“Berry of Love” is Dovzhenko’s second comedy at the Odessa Film Factory of VUFKU. She did not bring fame to the director, but contributed to the accumulation of experience. And the next picture – “The Diplomatic Courier’s Bag” – is already quite professional work, with a good rolling fate.
Then A. Dovzhenko creates his first masterpiece “Zvenigor”, followed by the world famous “Arsenal”.
It was the Odessa studio that gave the world a great director, thinker, patriot – Alexander Petrovich Dovzhenko.
Here I. Kavaleridze shot the first sound tape in Ukraine “Koliivshchyna”. For the first time, the studio presented “Taras Shevchenko” in a brilliant performance by Ambrose Buchma (“Taras Shevchenko” directed by P. Chardynin.) The Ukrainian classics – “Mykola Dzherya”, “Borislav Smіnitsya”, “Sorochinsky Fair”, “Zakhar Berkut” were generously screened., “Karmelyuk” and others. Outstanding actors gained experience in cnematography here – Maria Zankovetskaya, Natalya Uzhviy, Ambrose Buchma, Nikolai Nademsky.
The Odessa Film Studio was the first cinematic school of actors, who later brought their talent to the audience both at the Kyiv studio and at other studios in the country.
It was on the basis of the Odessa Film Studio, with the direct participation of its creative and technical workers in Odessa, that a film technical school was created, which trained professional filmmakers in various industries, from actors, directors, screenwriters to film processing specialists, projectionists, lighting engineers, etc.
The screenwriter’s department at the studio was led by talented people who later took a leading place in Soviet literature – Yuri Yanovsky, Mikola Bazhan, Alexander Korneichuk. In 1928, the studio created 27 feature films! This is without taking into account the numerous products of educational tapes. Created much later Yalta film factory never reached such a level.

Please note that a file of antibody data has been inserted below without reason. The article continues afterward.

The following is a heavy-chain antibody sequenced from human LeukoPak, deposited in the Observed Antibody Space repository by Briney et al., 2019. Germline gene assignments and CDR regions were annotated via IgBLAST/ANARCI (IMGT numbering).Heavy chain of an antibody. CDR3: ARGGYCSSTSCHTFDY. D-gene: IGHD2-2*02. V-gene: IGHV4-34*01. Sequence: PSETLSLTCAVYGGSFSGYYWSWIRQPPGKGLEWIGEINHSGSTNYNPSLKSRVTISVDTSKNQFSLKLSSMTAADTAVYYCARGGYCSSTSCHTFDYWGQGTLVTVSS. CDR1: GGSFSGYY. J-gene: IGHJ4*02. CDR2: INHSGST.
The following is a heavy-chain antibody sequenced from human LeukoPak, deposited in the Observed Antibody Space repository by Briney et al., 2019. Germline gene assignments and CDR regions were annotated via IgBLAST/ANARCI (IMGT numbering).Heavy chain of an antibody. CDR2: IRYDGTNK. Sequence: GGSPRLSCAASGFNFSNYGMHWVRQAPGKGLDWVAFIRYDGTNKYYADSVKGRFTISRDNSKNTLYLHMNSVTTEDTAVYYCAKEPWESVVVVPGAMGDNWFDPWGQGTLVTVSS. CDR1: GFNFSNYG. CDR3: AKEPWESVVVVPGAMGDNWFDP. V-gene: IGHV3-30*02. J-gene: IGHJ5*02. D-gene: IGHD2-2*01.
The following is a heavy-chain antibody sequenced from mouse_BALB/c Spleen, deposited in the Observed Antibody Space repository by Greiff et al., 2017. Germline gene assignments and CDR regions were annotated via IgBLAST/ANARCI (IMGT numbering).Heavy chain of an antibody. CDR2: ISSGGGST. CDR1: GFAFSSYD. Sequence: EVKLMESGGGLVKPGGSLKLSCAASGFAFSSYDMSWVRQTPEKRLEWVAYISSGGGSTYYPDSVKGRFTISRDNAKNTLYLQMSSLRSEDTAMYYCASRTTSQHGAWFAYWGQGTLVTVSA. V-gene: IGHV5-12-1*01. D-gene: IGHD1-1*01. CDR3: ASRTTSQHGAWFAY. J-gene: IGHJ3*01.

Scripts here were written by Vladimir Mayakovsky, Isaac Babel, and many other already famous writers. Babel offered the studio a script about the bandit Mishka Yaponchik, popular bandit in Odessa. Vladimir Vilner directed the film “Benya Krik” based on it.
Until 1929, when the production of the newly created Kyiv studio began to appear on the screen, only Odessa films represented Ukrainian cinema both on the domestic and on the world screen.
The thirties were years of loss for the studio. 1937 – only five films, 1939 – only two.
It was at the Odessa studio that the genre of marine movies was founded in the national cinema, which successfully continued in the post-war years.
During the war, the studio was evacuated to Tashkent, partly to Alma-Ata. In the famous films “Two Soldiers” by Leonid Lukov, “Ivan the Terrible” by Sergei Eisenstein and many others, filmed during the war, there is a significant part of the work of Odessa filmmakers – directors, cameramen, artists, sound technicians.
After the liberation of Odessa the studio was given the status of a technical base, and it became a summer shooting site for “Mosfilm”. The revived workshops of the studio provided high-quality services to the difficult-to-produce pictures of the leading figures of Russian cinema Vsevolod Pudovkin, Mikhail Romm, Alexander Ptushko and others. The scenery in the film “Sadko” amazed with its splendor, the impressive sea battles were carried out by thoroughly executed models of sailing ships in the film Ships Storm Bastions. The workshop for combined filming, the workshop for decorative and technical products were revived after the war and were the best in the country.
Photos: Vikna Odessa